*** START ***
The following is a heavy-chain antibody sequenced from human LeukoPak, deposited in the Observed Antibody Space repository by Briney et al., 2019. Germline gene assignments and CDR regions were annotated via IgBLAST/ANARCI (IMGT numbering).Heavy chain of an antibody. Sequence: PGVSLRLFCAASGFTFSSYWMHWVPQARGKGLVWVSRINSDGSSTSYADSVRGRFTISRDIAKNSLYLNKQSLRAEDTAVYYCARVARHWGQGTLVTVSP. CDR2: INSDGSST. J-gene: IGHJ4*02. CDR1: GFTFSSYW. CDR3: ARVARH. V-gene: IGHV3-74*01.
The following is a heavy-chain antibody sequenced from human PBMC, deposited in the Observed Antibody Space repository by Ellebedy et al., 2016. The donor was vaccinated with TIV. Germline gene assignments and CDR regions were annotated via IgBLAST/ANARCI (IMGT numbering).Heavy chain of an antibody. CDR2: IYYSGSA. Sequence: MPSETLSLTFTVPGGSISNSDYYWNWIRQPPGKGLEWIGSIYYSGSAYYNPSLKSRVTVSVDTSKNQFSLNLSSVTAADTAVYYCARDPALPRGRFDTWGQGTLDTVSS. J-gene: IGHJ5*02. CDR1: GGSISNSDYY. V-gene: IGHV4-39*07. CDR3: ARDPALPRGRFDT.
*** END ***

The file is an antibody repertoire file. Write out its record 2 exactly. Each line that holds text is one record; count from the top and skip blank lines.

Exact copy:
The following is a heavy-chain antibody sequenced from human PBMC, deposited in the Observed Antibody Space repository by Ellebedy et al., 2016. The donor was vaccinated with TIV. Germline gene assignments and CDR regions were annotated via IgBLAST/ANARCI (IMGT numbering).Heavy chain of an antibody. CDR2: IYYSGSA. Sequence: MPSETLSLTFTVPGGSISNSDYYWNWIRQPPGKGLEWIGSIYYSGSAYYNPSLKSRVTVSVDTSKNQFSLNLSSVTAADTAVYYCARDPALPRGRFDTWGQGTLDTVSS. J-gene: IGHJ5*02. CDR1: GGSISNSDYY. V-gene: IGHV4-39*07. CDR3: ARDPALPRGRFDT.